Get Nice!

Written by: TL on 25/01/2012 21:15:58

If reliability is a trait you value in bands, one of the best bands you could possibly follow would arguably be Zebrahead. The Californian quintet has been around for a solid 16 years of existence, over the course of which they have managed eight previous records of consistent, quality pop-punk, made special by the band's trademark rapping, courtesy of frontman Ali Tabatabaee. Moreover, judging from the couple of times I've seen them live, they are also the one band that pops into mind, whenever I have to think of somebody who really appreciates the privilige and responsibility it is to be in a position to entertain an audience.

That being said, coming into "Get Nice!", the band's ninth LP, I think all but the most ardent followers are starting to ask themselves if Zebrahead can really stay interesting, especially considering how they have barely changed anything at all with their sound over the time I've been listening to them - which would be since 2003's "MFZB". Should you never have heard them, they sound like a slightly brighter Sum 41, complete with the tendency of letting drops of metallic elements into their music as time has made them better players, plus a dual-vocal onslaught from Tabatabaee's rapping and the singing of guitarist/singer Matty Lewis.

And indeed, listening to "Get Nice!", barely a thing has changed. Except for you hearing here and there that Lewis and fellow guitar player Greg Bergdorf have gotten better and hence contribute slightly more complex riffs and solos, it still sounds very stubbornly set in the sunny pop-punk break-through years around the turn of the millenia. If you're a fan of the "if it ain't broken"-approach, then this is awesome. If you're like me, and look forward to records mostly based on the expectations of "wonder what they're going to come up with now", then "Get Nice!" is probably going to further the process in your mind that's leading you toward thinking that Zebrahead are relevant only as a live band and no more as a recording band.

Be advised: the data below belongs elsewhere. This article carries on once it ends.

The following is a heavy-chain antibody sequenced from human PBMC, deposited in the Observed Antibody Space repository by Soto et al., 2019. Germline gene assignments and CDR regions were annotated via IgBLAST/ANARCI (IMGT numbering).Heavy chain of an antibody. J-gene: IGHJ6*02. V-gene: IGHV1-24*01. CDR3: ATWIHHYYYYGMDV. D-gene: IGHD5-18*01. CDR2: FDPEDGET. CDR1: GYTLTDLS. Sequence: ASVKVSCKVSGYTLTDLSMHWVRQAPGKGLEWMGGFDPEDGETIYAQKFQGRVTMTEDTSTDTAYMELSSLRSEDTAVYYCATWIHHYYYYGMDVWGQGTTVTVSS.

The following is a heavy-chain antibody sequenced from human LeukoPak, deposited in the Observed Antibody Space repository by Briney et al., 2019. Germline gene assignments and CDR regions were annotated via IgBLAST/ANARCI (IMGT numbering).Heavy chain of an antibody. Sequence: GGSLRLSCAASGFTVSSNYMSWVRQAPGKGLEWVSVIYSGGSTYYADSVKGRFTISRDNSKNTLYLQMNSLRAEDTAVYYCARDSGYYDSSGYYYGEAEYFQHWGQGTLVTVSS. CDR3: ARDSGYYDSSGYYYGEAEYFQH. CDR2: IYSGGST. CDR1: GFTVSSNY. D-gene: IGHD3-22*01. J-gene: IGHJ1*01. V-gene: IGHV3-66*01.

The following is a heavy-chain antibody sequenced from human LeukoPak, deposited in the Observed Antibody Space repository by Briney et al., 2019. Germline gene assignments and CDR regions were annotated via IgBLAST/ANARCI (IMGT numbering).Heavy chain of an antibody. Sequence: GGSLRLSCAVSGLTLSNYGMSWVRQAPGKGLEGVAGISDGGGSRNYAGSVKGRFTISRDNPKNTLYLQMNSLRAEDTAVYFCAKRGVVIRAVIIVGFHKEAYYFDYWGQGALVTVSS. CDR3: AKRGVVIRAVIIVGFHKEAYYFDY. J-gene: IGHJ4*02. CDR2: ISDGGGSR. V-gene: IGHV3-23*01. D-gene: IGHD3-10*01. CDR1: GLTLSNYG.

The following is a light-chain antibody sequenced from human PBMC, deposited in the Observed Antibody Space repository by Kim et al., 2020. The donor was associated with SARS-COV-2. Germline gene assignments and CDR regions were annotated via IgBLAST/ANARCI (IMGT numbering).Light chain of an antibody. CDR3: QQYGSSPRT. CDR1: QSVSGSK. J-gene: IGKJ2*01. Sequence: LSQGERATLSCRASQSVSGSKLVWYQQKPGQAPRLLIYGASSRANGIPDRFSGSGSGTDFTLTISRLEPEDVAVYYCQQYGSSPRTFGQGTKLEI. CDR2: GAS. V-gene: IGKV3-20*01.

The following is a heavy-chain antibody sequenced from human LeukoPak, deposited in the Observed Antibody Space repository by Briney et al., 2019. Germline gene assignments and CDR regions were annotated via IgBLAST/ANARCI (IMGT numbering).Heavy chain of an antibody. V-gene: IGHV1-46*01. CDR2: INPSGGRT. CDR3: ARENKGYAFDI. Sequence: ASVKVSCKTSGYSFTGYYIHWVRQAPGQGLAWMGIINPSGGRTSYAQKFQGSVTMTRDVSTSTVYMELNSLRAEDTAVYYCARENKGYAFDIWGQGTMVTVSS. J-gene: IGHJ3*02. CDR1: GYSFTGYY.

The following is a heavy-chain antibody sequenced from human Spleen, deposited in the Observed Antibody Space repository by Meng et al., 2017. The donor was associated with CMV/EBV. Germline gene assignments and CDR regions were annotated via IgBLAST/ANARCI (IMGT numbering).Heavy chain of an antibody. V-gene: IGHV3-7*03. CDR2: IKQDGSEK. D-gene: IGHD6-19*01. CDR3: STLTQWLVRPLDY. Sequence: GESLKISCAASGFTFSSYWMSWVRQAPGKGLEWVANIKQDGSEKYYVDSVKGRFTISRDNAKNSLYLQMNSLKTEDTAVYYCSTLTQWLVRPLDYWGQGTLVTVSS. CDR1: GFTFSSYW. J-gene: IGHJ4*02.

Everything is just so predictably heard before from these guys, and at fourteen tracks, the disc quickly starts feeling long in the teeth, what with the catchy hooks being somewhat less of a force than we're used to from Zebrahead. And then one comes around, like in the almost annoyingly catchy "She Don't Wanna Rock", we're close to a Bowling For Soup-level of comedy punk in the lyrics department, and I'm not sure I don't think that's a bit of a step down for the band, even if they were never the most serious of groups.

Towards the end, "Kiss Your Ass Goodbye" and "This Is Gonna Hurt You Way More Than It's Gonna Hurt Me" provide a few moments I feel like I can really get behind, but the problem is that each time I've listened to this record, it's been a flat out struggle for me to keep it on long enough to make it to these songs. Maybe time has finally moved fully beyond the rap-core/pop-punk of Zebrahead's glory days, or maybe I've just grown out of them. The fact is that even the many little moments where you can trace influence from the many punk bands Zebrahead are likely inspired by, aren't enough to keep me interested the way I was back on "Zebrahead". Conclusion: I think Mr. Petteri 'I don't want bands to change. Ever.' Pertola should probably take over our Zebrahead coverage starting with their next album.


Download: This Is Gonna Hurt You Way More Than It's Going To Hurt Me, Kiss Your Ass Goodbye, She Don't Wanna Rock
For The Fans Of: Sum 41, Bowling For Soup, The Offspring
Listen: facebook.com/Zebrahead

Release Date 27.07.2011
MFZB / 3Wise


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